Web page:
Paris Climate Conference Emissions Promises Do NOT Mean Real Emissions Cuts
Sixth Dispatch: The claim that pledges from 180 countries cover 95 percent of emissions is seriously misleading.
Paris—Over the past 25 years of climate change negotiations, one of the chief objections to making commitments to cut greenhouses in the U.S. is that doing so would make no difference to the climate since other countries would merrily continue to burn fossil fuels and further load up the atmosphere with carbon dioxide. Two days ago at the Paris climate change conference, U.S. Secretary of State John Kerry sought to assure Americans that this time they will not be taken for chumps. How so?
"More than 180 countries – representing 95 percent of global emissions – have made individual commitments," declared Kerry at the Paris climate change conference. "That is a sign – and they made those commitments before they came here, the 180, now up to 186. But they came here and made a statement through the announcement of those determinations that they are determined, we are determined to succeed here in Paris." Hooray, right? Not so fast.
This formulation—180 countries/95 percent—has become a ritual incantation constantly uttered throughout the particle board hallways and conference rooms here at the Le Bourget site. Negotiators and activist cite it as evidence that all countries are committed to adhering to a universal climate treaty. This is misleading.
Kerry is right that some 180 countries have submitted what are called their intended nationally determined contributions (INDCs). The INDCs are basically voluntary pledges from countries explaining what they plan to do to address the problem of global warming after 2020 when the new universal climate treaty comes into effect. For example, the Obama administration has promised to cut U.S. greenhouse gas emission by 2025 up to 28 percent below their 2005 levels. So all countries are in this together, right? Not so fast. Let's take a look what the INDCs of several major countries are promising to do by 2030.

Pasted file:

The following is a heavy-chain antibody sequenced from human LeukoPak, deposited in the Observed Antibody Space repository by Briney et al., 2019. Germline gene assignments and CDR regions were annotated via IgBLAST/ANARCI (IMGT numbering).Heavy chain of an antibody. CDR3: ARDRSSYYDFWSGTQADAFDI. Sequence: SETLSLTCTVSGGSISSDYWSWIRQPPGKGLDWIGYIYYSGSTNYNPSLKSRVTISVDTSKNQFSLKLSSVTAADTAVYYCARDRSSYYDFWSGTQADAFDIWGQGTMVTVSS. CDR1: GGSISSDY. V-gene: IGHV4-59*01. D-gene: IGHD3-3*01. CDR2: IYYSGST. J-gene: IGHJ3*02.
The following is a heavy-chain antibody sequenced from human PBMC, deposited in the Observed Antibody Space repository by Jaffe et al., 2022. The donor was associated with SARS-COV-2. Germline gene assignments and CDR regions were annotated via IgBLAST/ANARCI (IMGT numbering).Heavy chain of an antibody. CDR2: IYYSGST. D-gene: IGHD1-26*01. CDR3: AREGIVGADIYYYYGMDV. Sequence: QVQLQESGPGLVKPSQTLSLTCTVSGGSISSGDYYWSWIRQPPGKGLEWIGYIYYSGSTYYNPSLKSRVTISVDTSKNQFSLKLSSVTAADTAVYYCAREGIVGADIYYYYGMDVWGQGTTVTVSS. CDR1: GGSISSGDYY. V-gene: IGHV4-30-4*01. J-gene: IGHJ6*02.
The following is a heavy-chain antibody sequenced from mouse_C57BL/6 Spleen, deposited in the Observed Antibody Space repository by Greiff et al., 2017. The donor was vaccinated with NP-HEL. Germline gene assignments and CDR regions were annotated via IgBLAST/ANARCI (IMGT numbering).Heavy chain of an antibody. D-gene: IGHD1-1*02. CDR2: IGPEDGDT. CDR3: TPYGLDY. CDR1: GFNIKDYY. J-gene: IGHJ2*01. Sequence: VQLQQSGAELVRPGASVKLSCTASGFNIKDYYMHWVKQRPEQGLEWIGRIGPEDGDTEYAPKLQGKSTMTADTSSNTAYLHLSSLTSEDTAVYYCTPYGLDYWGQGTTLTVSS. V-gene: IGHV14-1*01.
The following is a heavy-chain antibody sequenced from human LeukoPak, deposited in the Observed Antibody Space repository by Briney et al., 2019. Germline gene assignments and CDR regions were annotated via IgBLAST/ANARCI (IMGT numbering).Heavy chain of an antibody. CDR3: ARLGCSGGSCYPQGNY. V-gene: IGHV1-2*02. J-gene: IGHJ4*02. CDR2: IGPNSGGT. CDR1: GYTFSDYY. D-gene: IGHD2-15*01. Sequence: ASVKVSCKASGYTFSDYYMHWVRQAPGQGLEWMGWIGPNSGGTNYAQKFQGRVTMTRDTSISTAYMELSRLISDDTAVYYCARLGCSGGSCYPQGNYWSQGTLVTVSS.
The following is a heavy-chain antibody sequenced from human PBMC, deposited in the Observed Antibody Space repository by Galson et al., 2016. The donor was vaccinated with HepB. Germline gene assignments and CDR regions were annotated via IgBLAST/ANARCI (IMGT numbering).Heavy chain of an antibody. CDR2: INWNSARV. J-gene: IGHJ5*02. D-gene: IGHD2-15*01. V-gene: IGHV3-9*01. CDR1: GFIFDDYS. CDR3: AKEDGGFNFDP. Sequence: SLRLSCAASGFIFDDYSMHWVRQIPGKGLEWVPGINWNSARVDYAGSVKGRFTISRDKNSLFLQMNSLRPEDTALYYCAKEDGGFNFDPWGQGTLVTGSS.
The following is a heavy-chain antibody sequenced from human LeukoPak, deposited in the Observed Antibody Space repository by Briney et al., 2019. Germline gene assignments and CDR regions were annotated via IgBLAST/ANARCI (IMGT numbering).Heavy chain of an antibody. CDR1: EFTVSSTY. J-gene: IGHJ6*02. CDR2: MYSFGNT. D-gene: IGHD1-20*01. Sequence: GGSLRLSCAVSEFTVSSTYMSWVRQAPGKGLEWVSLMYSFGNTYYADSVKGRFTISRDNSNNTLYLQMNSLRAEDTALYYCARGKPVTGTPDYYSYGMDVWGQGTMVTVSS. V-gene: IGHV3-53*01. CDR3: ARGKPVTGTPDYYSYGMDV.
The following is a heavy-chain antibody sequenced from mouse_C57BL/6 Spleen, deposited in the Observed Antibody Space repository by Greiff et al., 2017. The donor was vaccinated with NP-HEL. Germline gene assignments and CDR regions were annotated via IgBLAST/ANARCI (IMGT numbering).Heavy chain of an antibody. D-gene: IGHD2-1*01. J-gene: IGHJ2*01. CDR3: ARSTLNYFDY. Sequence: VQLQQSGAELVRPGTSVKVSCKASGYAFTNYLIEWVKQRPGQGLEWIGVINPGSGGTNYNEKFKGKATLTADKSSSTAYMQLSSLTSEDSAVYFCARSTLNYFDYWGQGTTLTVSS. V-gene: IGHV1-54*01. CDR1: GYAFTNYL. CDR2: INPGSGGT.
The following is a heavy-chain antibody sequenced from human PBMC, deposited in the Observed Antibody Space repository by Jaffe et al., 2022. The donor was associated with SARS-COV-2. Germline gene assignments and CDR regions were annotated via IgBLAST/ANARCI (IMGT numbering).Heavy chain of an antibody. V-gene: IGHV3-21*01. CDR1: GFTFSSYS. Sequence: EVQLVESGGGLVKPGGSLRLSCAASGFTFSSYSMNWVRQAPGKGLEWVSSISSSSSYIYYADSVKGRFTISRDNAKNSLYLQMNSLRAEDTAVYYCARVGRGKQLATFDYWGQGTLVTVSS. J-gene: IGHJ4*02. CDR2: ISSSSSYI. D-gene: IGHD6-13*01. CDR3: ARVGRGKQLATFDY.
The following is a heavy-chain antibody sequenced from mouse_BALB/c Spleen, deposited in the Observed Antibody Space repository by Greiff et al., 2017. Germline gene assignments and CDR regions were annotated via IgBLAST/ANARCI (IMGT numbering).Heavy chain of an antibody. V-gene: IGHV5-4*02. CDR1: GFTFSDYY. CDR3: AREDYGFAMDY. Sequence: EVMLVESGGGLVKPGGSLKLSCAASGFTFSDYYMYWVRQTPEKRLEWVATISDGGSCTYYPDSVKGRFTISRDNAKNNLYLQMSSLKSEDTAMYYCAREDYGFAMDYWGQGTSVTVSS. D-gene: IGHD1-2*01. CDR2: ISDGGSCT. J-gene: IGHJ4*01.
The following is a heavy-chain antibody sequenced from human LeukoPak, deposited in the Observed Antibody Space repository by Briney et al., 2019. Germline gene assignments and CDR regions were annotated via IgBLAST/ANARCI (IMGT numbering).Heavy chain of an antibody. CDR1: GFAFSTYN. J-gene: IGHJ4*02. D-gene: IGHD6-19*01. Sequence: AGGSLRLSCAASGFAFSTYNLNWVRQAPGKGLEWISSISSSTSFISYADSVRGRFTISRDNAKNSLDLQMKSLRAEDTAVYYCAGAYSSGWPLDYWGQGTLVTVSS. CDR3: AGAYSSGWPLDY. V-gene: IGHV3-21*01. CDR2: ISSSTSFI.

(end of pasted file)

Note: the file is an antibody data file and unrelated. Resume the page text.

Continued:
In its INDC China, the world's largest emitter of greenhouse gases promises to peak its emissions by 2030, which means that it may well be emitting 60 percent more greenhouse gases. In its INDC the Indian government makes it clear that it intends to get electricity to the 300 million of its citizens who don't have access to it now. This means that India could triple its emissions by 2030. Russian emission could rise by as much as 50 percent by 2030. Indonesia's emissions are also slated to increase by 50 percent. In its INDC, Turkey forthrightly says that it will double its emissions. Iran's emissions will also double, but it will graciously accept $35 billion in aid to reduce that increase from 100 percent to 88 percent. Saudi Arabia promises that its emissions will only increase by 158 percent.
The INDCs submitted prior to the Paris climate change conference do indeed cover 95 percent of global emissions. But just ones listed above show that countries responsible for 44 percent of current global emissions have no intention of making actual cuts in their emissions over the next 15 years. In fact, if these countries follow the emissions trajectories outlined in their INDCs, they collectively will be emitting nearly 14 gigatons more carbon dioxide than they do now. That is double the amount that the U.S. currently emits.
Of course, what Kerry and other representatives from rich country governments are hoping is that by getting these countries to adopt the new Paris climate agreement that they can be persuaded down the road to make faster and deeper cuts. Well, maybe.
Note: I am filing daily dispatches from the Paris climate conference. We have been told that the really final universal climate accord will be agreed upon early on Satuday morning.